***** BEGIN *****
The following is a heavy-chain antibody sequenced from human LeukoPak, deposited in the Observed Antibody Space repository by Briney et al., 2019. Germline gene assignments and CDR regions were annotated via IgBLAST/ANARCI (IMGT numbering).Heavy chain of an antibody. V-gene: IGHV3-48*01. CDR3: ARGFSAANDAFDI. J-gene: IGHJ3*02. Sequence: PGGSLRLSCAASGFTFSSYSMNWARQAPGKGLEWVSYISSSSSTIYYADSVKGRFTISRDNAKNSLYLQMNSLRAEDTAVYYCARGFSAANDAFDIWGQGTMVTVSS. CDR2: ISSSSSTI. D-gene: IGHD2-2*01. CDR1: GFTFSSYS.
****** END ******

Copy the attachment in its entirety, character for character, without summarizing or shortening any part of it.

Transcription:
The following is a heavy-chain antibody sequenced from human LeukoPak, deposited in the Observed Antibody Space repository by Briney et al., 2019. Germline gene assignments and CDR regions were annotated via IgBLAST/ANARCI (IMGT numbering).Heavy chain of an antibody. V-gene: IGHV3-48*01. CDR3: ARGFSAANDAFDI. J-gene: IGHJ3*02. Sequence: PGGSLRLSCAASGFTFSSYSMNWARQAPGKGLEWVSYISSSSSTIYYADSVKGRFTISRDNAKNSLYLQMNSLRAEDTAVYYCARGFSAANDAFDIWGQGTMVTVSS. CDR2: ISSSSSTI. D-gene: IGHD2-2*01. CDR1: GFTFSSYS.